Hong Kong’s parliament has approved the most significant electoral change in a long time, designed to consolidate China’s authority over the metropolis.
In parliamentary elections in that metropolis, citizens will soon be allowed to directly elect only 20 parliamentarians, compared to 35 in the past. The number of parliamentary seats will be expanded from 70 to 90, 40 of which will be filled by a committee that also elects the head of government. Members of the Electoral Commission are elected on September 19, with parliamentary elections to follow three months later.
The law also creates a new body that scrutinizes candidates. Anyone who does not show enough patriotism for China will be banned.
The plans prepared in China were passed with 40 votes in favour and 2 against. The pro-Chinese government in Hong Kong has met little opposition in parliament over the past year after pro-democratic delegates resigned in protest.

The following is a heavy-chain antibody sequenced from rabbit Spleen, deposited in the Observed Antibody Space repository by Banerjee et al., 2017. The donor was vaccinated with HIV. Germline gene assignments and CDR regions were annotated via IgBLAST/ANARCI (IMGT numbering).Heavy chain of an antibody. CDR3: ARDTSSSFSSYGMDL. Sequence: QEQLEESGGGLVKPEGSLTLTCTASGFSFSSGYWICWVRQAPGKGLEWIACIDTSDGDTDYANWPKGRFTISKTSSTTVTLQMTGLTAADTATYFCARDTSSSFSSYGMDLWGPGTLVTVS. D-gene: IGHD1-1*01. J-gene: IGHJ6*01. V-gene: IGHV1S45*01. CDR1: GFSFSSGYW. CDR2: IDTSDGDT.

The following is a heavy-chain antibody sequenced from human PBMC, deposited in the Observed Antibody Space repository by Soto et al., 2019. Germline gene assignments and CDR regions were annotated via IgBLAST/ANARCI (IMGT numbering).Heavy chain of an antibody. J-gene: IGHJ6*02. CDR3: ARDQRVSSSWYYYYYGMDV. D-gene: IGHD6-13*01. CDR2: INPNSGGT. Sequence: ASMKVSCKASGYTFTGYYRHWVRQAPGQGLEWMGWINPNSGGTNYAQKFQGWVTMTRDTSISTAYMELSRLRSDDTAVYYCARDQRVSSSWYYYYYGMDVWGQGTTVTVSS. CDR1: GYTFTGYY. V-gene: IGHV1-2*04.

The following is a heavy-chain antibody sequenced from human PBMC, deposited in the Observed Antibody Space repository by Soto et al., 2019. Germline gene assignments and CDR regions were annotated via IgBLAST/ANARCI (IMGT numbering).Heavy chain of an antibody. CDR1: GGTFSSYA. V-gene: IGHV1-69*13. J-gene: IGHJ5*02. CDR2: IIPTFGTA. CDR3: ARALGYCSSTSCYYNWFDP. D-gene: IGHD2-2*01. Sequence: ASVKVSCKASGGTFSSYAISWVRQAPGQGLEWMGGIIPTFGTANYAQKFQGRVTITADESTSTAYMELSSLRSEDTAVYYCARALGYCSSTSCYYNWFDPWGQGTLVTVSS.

The United States condemned the move as undermining Hong Kong’s democratic institutions, political stability and civil participation. Foreign Minister Antony Blinken called on the authorities in Hong Kong and Beijing to release people charged under a stringent security law and to drop the charges.
China argues that the electoral changes are designed to remove “loopholes and shortcomings” from the law. This should prevent protests like in 2019 and ensure that only “patriots” run the city of 7.5 million inhabitants.